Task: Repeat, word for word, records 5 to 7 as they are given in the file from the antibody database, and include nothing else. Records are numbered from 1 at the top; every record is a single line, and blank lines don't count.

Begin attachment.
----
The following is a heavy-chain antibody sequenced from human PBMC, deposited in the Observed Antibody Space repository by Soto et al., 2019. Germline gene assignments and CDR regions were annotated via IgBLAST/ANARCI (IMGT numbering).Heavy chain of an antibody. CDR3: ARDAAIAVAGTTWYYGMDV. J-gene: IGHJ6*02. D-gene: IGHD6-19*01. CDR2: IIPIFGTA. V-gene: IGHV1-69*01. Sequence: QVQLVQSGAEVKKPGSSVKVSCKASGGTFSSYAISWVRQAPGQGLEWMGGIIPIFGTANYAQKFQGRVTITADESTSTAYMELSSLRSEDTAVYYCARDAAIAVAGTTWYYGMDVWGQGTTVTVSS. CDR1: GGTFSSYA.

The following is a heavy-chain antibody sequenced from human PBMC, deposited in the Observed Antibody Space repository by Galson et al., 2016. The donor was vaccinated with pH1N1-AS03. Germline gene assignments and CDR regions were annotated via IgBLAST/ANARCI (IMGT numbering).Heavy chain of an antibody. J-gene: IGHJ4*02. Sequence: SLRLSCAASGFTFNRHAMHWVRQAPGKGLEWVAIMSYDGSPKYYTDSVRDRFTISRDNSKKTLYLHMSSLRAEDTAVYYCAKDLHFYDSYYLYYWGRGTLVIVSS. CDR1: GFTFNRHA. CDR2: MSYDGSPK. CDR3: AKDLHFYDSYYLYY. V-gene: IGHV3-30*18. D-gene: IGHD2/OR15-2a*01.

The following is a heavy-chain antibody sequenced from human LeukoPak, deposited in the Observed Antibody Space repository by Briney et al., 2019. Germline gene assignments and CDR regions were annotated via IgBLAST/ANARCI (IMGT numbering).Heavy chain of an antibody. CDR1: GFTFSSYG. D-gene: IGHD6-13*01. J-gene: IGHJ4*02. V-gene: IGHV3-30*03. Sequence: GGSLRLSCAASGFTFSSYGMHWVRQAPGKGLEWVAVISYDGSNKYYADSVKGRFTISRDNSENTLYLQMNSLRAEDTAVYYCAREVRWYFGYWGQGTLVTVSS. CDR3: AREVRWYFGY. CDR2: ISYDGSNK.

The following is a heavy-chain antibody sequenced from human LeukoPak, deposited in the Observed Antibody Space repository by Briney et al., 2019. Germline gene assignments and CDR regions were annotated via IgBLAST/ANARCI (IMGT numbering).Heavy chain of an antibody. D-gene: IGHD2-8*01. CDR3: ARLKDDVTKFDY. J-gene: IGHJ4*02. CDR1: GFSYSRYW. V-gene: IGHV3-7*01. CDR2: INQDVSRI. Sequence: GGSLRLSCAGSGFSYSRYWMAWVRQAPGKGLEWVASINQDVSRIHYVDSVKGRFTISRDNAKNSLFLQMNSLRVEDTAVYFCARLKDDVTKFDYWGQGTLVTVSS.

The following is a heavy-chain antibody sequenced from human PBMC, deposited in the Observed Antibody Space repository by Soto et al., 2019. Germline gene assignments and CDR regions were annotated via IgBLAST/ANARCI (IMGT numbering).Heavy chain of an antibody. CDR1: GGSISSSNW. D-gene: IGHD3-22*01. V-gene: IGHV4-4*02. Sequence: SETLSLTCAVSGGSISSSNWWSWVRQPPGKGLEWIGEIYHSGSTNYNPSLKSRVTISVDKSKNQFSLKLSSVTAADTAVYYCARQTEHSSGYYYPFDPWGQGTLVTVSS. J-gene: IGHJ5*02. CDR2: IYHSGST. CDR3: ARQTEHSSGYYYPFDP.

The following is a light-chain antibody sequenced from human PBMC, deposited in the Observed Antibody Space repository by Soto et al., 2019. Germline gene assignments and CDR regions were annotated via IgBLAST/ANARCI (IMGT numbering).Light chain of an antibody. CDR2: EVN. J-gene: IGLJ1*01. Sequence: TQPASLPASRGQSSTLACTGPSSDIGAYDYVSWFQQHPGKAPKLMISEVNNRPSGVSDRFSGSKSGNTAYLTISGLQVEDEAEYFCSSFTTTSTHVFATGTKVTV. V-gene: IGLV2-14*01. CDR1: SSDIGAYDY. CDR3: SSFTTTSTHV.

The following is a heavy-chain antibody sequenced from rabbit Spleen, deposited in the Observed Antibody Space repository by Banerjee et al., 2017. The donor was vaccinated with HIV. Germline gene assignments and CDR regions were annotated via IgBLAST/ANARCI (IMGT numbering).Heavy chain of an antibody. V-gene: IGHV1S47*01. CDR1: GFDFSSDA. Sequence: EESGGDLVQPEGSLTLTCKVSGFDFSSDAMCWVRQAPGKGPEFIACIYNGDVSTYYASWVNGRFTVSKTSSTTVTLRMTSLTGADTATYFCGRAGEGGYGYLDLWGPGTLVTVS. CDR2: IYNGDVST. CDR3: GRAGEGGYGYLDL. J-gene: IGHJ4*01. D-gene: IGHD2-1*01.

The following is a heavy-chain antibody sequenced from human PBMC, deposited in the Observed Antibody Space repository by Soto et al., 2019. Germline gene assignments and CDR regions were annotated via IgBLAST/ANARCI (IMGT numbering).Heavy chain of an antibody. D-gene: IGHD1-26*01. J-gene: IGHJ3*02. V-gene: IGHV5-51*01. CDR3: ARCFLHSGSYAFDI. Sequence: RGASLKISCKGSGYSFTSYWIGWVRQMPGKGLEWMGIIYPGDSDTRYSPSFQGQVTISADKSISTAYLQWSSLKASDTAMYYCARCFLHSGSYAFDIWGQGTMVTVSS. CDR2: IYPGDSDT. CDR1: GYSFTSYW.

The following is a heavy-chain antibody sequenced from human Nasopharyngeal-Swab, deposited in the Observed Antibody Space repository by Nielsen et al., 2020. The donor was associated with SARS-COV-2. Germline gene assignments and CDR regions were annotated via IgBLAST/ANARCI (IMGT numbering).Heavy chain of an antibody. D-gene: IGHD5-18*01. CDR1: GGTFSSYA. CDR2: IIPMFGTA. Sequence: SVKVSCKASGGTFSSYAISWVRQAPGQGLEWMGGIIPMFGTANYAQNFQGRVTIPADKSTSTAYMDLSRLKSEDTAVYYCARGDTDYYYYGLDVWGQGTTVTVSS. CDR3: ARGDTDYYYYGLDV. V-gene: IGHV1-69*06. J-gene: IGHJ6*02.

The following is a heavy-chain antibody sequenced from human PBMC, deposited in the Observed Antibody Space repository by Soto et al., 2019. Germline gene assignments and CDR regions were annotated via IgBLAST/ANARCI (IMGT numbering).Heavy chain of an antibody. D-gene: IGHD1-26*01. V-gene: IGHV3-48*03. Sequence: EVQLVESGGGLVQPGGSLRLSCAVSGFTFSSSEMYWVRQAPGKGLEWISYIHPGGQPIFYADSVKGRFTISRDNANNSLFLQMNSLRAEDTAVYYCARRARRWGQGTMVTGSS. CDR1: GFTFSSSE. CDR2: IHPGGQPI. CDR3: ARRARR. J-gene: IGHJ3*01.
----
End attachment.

The following is a heavy-chain antibody sequenced from human PBMC, deposited in the Observed Antibody Space repository by Soto et al., 2019. Germline gene assignments and CDR regions were annotated via IgBLAST/ANARCI (IMGT numbering).Heavy chain of an antibody. CDR1: GGSISSSNW. D-gene: IGHD3-22*01. V-gene: IGHV4-4*02. Sequence: SETLSLTCAVSGGSISSSNWWSWVRQPPGKGLEWIGEIYHSGSTNYNPSLKSRVTISVDKSKNQFSLKLSSVTAADTAVYYCARQTEHSSGYYYPFDPWGQGTLVTVSS. J-gene: IGHJ5*02. CDR2: IYHSGST. CDR3: ARQTEHSSGYYYPFDP.

The following is a light-chain antibody sequenced from human PBMC, deposited in the Observed Antibody Space repository by Soto et al., 2019. Germline gene assignments and CDR regions were annotated via IgBLAST/ANARCI (IMGT numbering).Light chain of an antibody. CDR2: EVN. J-gene: IGLJ1*01. Sequence: TQPASLPASRGQSSTLACTGPSSDIGAYDYVSWFQQHPGKAPKLMISEVNNRPSGVSDRFSGSKSGNTAYLTISGLQVEDEAEYFCSSFTTTSTHVFATGTKVTV. V-gene: IGLV2-14*01. CDR1: SSDIGAYDY. CDR3: SSFTTTSTHV.

The following is a heavy-chain antibody sequenced from rabbit Spleen, deposited in the Observed Antibody Space repository by Banerjee et al., 2017. The donor was vaccinated with HIV. Germline gene assignments and CDR regions were annotated via IgBLAST/ANARCI (IMGT numbering).Heavy chain of an antibody. V-gene: IGHV1S47*01. CDR1: GFDFSSDA. Sequence: EESGGDLVQPEGSLTLTCKVSGFDFSSDAMCWVRQAPGKGPEFIACIYNGDVSTYYASWVNGRFTVSKTSSTTVTLRMTSLTGADTATYFCGRAGEGGYGYLDLWGPGTLVTVS. CDR2: IYNGDVST. CDR3: GRAGEGGYGYLDL. J-gene: IGHJ4*01. D-gene: IGHD2-1*01.